Division Foes Complicating Things For Steelers At Tight End

The Pittsburgh Steelers yesterday used their top pick of the evening in order to address their top need at cornerback when they selected Ole Miss prospect Senquez Golson at 56th overall, but apparently it’s not what they wanted, and they have the Baltimore Ravens to thank for that.

The Ravens, of course, leapfrogged the Steelers into the 55th slot, moving up three spots to draft tight end Maxx Williams, the highest-rated prospect at the position, and, according to Gerry Dulac, the presumptive target for the Steelers, who even considered, or attempted to, trade up as well to get him.

But that plan didn’t work out, and it didn’t get any better from there when it came to the Steelers being able to address their future need at the tight end position, with both Heath Miller and Matt Spaeth creeping closer to their mid-30s.

Clive Walford, the second-rated tight end prospect in the class, went off the board early in the third round, which is not surprising, and he was not likely to be able to be reached by the Steelers’ slot in the third round anyway.

But another interesting tight end prospect was, and he, too, was scooped up by a division foe just ahead of them. The Cincinnati Bengals addressed their own need at the position by selecting Rutgers tight end Tyler Kroft with the 21st pick in the round.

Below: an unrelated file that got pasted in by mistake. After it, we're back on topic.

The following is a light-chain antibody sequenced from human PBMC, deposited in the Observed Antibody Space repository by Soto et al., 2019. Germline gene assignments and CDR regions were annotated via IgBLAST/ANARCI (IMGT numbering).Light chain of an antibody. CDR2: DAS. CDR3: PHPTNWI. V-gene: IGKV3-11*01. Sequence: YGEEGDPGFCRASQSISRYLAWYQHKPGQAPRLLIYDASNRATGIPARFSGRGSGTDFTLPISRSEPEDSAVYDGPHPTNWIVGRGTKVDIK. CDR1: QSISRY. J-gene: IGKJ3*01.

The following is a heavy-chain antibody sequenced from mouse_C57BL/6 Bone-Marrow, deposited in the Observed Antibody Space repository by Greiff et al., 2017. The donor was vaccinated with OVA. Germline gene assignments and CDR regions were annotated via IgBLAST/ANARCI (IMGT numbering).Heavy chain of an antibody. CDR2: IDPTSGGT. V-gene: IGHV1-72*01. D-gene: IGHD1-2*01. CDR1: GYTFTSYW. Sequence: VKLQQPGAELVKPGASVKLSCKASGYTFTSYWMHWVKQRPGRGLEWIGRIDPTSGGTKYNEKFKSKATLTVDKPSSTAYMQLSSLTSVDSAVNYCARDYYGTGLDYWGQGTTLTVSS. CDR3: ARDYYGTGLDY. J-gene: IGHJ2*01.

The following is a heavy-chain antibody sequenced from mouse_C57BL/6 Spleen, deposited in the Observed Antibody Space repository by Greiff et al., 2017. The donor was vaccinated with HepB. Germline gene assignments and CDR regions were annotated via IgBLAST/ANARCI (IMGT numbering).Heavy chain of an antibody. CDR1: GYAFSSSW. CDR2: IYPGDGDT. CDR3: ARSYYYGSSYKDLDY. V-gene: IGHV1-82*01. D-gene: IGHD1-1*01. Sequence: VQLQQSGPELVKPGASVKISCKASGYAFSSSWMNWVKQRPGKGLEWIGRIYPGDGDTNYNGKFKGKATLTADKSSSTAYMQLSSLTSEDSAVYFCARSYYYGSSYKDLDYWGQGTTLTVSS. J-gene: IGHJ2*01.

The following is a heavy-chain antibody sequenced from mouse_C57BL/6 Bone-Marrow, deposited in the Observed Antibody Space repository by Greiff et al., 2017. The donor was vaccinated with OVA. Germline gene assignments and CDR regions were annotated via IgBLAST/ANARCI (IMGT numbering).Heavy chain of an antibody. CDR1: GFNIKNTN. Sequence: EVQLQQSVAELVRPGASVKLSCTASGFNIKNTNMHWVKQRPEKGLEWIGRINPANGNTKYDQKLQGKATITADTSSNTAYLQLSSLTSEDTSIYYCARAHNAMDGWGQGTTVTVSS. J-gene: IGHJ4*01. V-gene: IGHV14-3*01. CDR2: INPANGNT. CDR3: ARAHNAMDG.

Of all the prospects beyond the top two, Kroft is perhaps the player that I liked the most as a target for the Steelers, as he is already a plus blocker and has the potential to be a receiving threat as well.

Playing in a running system with below average quarterback play, especially in his final year, he didn’t always have the opportunities as a pass catcher that Williams and Walford were given. His receiving numbers dipped in his final year because of the way he was used, but I think he has more to offer there, and he can already contribute as a blocker.

Admittedly, I don’t suspect by any means that the Steelers would have used their third-round pick on Kroft, although I imagine he would have been a consideration in the fourth round if he remained available.

It is interesting, however, that in a division in which all four teams had a need at the tight end position, two of the division teams managed to lock down one of the three top players at the position just a pick or two in front of the Steelers, with the Williams pick hurting most of all, of course, factoring in the trade to get ahead and the obvious interest the team showed in him.

Another potential target, who actually visited the Steelers, Jeff Heuerman, didn’t make it out of the first round either, and at this point I find it hard to imagine that Pittsburgh will be able to address the position before the sixth round if they wish to get worthwhile value. They have their own division opponents to thank for that.

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